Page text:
Living in the Southern Tagalog region used to be an idyllic dream—until urbanization and sprawling Manila traffic caught up with us. While some towns still lie outside the mess that is Manila-bound traffic, the rest of us have to cope with the trials and tribulations of being Manila-adjacent. Here are a few things that South peeps have to put up with on a weekly basis:
And if you’re commuting, you will probably have to stand on the bus, too. Shout out to all the Caviteños who have to suffer an extra hour on the bus, nowadays. We feel your pain.
More like “gigantic multi-lane parking lot.”
For you guys, that’s Cubao, Makati or BGC. For us, that’s Alabang. Don’t complain about the toll. BGC parking costs more than toll to Alabang.
Honestly. You can more easily get us to agree to a trip to Clark than to Antipolo. Also, Las Piñas is the Black Hole of traffic from which no light can escape, whether you’re coming from the Laguna side or the Cavite side.
Sad fact of life. While you get to plunk down Ninoys on righteous bowls of ramen, that’s how much we spend to get to a decent mall in the first place (where we end up eating Jollibee, instead).
Las Piñas Friendship route? The ever-useful BF Homes sticker? Greenfield for the Biñan to Santa Rosa shortcut? Nuvali for the Santa Rosa to Canlubang shortcut? If you know the right sales agent, these things can make your life infinitely easier. If not, be prepared for a world of pain. On a related note:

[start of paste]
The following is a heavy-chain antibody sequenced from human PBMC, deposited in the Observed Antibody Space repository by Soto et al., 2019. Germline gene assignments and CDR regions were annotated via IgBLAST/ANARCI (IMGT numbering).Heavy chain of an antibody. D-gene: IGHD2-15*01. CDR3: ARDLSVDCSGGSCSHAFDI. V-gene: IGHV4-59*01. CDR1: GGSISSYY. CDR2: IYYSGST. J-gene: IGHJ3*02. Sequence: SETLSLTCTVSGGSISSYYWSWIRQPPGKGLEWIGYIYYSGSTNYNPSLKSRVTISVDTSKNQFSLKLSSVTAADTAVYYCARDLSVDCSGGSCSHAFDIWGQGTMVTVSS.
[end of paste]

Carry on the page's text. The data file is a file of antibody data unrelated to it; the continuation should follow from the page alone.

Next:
Cheap, overcrowded, roach-infested motels, yes. But sometimes worth taking so you can sleep through traffic rather than seethe in it. And if you’re lucky, they’re playing a new movie on the in-bus TV. If you’re unlucky, you’ll have to sit through two or three movies due to the traffic.
Blue skies overhead, beaches at our door step, hot springs next door, the mountains just a short drive away. Fresh meat and fish in the markets, fresh fruit everywhere. Sometimes it’s all worth the agonizing commute into the city on weekdays.
When all the Manileños and their shiny new SUVs and vans descend upon the beaches of Batangas or the mountaintops of Tagaytay, it pays to know the old, unused roads that were bypassed when all the new high-traffic concrete was put down. Maybe they won’t get you there faster, but cruising past idyllic towns in peace is a hell of a lot better than sitting in traffic for hours.
I mean, guys, not that we don’t enjoy the sight and sound of Harley-Davidsons and supercars rumbling by on the highway, but we get enough of Manila traffic on workdays. Don’t bring it down here to us.